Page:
Banking & Finance

DOJ Drops Probe Of NCino's Hiring, Wage Practices

By Jenny Callison, posted Feb 16, 2023
The U.S. Department of Justice's Antitrust Division recently closed an investigation into Wilmington-based nCino’s hiring and wage practices, and is taking no further action. Nor is the DOJ imposing any fines, sanctions or penalties as part of the investigation, officials said.
The review resulted from a lawsuit filed in early 2021 against both nCino and Live Oak Bank’s software engineering department, alleging that the companies, along with Live Oak joint venture firm Apiture, had agreed to not recruit, hire or poach each other’s employees, in violation of federal and state antitrust laws.  
On Feb. 23, 2021, the DOJ’s Antitrust Division served nCino and certain of its officers and employees with grand jury subpoenas that sought documents and information concerning its investigation. 
“We are very happy the process is over and that the expenses associated with cooperating with the investigation will now cease, and we will vigorously defend ourselves in the ongoing civil case, which is wholly without merit,” nCino spokeswoman Kathryn Cook said Wednesday. “As a company founded over 11 years ago in Wilmington, we are a proud, longtime employer in this area, with a strong culture and a commitment to giving back to our local community.”
The class action lawsuit was brought by Joseph McAlear, a former employee of both Live Oak Bank and Apiture. After approving a settlement agreement last May, a federal judge formally dismissed the suit against Live Oak and Apiture. The companies agreed to pay a combined $4.65 million, to be shared among 1,925 class members to settle their liabilities in the case. 
nCino, however, did not agree to settle, and – as Cook stated – will continue to defend itself in the case. Given the DOJ’s decision not to pursue antitrust allegations against the firm, however, the future of the suit is unclear.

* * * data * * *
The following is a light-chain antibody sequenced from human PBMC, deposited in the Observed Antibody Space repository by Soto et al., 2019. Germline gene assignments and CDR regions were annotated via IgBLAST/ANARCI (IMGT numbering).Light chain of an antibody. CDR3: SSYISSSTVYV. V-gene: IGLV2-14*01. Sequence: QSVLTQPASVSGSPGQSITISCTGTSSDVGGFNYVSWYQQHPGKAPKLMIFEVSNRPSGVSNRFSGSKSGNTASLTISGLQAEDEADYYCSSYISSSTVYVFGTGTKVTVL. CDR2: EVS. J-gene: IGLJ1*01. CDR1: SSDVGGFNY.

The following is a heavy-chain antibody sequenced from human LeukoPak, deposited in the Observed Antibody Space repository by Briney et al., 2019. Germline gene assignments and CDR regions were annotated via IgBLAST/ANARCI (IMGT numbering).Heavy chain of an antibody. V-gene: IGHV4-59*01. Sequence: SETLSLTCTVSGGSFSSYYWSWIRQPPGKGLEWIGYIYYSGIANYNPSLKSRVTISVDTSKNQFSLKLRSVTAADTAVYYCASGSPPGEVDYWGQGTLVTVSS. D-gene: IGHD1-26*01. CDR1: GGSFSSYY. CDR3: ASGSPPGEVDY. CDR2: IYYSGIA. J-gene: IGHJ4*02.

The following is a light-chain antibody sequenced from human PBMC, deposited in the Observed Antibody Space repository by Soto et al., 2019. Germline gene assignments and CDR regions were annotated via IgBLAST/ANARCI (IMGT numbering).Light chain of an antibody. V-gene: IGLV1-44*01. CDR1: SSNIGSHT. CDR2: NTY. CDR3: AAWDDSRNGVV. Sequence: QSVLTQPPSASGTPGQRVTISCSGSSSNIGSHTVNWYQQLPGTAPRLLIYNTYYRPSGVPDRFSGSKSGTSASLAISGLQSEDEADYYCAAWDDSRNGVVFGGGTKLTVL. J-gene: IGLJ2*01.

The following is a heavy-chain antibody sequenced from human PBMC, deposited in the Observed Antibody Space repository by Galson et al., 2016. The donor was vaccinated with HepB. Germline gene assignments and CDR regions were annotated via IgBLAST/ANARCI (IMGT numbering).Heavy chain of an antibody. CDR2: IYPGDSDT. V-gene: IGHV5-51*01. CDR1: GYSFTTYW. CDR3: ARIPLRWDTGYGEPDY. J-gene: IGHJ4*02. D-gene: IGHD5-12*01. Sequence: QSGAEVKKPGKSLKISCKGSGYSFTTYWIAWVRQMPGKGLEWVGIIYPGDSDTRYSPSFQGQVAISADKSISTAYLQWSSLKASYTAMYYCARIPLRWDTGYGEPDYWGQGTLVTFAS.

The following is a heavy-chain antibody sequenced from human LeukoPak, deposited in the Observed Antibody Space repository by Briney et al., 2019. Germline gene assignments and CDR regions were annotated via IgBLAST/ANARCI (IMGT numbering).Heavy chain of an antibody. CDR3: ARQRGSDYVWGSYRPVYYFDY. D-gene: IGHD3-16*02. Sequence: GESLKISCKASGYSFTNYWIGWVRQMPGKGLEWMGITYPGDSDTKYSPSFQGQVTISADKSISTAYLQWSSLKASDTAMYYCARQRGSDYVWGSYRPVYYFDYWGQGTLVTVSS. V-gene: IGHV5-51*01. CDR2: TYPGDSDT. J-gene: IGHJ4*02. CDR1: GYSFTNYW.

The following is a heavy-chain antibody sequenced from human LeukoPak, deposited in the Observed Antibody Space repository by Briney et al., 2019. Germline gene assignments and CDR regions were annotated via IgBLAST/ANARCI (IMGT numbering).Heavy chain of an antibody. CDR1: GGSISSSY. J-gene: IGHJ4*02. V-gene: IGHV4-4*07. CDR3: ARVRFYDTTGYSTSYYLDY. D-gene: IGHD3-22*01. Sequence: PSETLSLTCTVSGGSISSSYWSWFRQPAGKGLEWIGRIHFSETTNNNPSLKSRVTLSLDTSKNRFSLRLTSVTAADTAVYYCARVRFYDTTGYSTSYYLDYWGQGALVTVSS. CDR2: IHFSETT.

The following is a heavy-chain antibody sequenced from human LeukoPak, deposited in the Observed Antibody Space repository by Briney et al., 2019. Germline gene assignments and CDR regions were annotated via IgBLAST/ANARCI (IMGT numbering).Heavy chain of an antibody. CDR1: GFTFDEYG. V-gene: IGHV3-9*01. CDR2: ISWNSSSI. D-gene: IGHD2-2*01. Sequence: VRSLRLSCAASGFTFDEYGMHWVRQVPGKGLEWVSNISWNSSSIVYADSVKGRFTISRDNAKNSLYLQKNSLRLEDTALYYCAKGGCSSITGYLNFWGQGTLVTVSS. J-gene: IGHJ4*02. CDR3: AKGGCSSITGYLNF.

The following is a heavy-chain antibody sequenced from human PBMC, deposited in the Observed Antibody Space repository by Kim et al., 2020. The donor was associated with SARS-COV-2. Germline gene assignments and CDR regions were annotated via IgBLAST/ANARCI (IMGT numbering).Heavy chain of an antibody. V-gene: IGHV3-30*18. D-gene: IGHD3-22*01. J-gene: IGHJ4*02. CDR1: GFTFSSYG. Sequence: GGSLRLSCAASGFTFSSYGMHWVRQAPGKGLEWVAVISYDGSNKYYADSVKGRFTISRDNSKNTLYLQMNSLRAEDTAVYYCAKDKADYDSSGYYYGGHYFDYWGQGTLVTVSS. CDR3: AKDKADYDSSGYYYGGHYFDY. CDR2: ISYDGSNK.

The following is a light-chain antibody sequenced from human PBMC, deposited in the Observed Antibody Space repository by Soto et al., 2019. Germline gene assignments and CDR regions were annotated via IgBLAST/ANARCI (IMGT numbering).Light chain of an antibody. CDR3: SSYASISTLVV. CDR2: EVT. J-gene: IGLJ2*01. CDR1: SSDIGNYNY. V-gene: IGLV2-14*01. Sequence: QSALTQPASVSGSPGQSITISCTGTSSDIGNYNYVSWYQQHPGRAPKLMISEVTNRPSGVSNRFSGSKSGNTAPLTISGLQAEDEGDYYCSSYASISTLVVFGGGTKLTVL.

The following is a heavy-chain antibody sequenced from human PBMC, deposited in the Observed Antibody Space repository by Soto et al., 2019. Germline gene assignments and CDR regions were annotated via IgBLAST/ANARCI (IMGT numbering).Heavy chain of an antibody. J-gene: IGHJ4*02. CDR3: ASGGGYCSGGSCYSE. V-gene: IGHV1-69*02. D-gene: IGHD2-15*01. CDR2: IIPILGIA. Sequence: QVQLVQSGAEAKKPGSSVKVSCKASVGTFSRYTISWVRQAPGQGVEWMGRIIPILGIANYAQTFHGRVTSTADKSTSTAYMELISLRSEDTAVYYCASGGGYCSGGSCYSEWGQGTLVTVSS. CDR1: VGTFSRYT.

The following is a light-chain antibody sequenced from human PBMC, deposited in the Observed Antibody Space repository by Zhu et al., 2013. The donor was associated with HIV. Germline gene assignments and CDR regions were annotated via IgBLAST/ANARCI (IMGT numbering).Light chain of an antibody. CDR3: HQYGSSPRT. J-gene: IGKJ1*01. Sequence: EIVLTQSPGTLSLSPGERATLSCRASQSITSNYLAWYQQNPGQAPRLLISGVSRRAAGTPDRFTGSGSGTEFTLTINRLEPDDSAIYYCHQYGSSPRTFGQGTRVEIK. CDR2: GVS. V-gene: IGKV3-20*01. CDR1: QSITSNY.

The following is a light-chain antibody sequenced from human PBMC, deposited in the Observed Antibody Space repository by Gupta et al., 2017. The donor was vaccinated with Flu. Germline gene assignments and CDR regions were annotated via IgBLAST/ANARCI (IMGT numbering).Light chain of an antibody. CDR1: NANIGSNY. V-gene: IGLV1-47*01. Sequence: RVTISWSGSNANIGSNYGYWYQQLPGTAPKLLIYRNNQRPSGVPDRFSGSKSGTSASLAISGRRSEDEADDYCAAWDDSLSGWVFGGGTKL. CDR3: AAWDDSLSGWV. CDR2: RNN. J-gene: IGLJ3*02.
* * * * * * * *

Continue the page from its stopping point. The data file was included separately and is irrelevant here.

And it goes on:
Last May, McAlear's attorney, Anne Shaver, told the Business Journal that they had a "smoking gun" in the form of an email from an nCino recruiter that referenced a "gentleman’s agreement" whereby the companies agreed to not hire one another's employees. To prove a violation of antitrust law has occurred, a party doesn't have to show the existence of formal written policies, Shaver said at the time. 
Ico insights


Web awstaffpic2020 1 132245438

The 2024 Luncheon for Literacy featuring Special Guest Jason Mott

Alesha Edison Westbrook - Cape Fear Literacy Council
Gretchen roberts 2021

Buying a Business? 6 Critical Finance and Tax Questions Before the Purchase

Gretchen Roberts - Red Bike Advisors
Headshotrosaliecalarco 1182131047

Nominate your Hometown Hero

Trending News

Filling In: Apartments Edge Into Downtown Pockets

Emma Dill - Jun 20, 2024

Entrepreneur Buys Downtown Building For Escape Room Venture

Emma Dill - Jun 21, 2024

Star Power: Feature Film Uses Carolina Beach Setting

Staff Reports - Jun 20, 2024

Aging In Place

David W. Frederiksen - Jun 21, 2024

Testing The Waters: New Regulations Are Flowing To Make Water Safer

Audrey Elsberry - Jun 20, 2024

In The Current Issue

CVB Dollars Fuel Out-of-state Push

From marketing to potential visitors via streaming services to attracting more events to the convention center, the Wilmington and Beaches C...

Startups Weigh Local Support

What do Wilmington startup newcomers moving for quality of life and proximity to the beach think of the area through a technological and ent...

Pretzel Production Presence

Drink’N Pretzel makes seasoned sourdough pretzel pieces. Officials say the company began with the mission of creating a snack that pairs wit...

Book On Business

The 2024 WilmingtonBiz: Book on Business is an annual publication showcasing the Wilmington region as a center of business.

Order Your Copy Today!



2024 Power Breakfast: The Next Season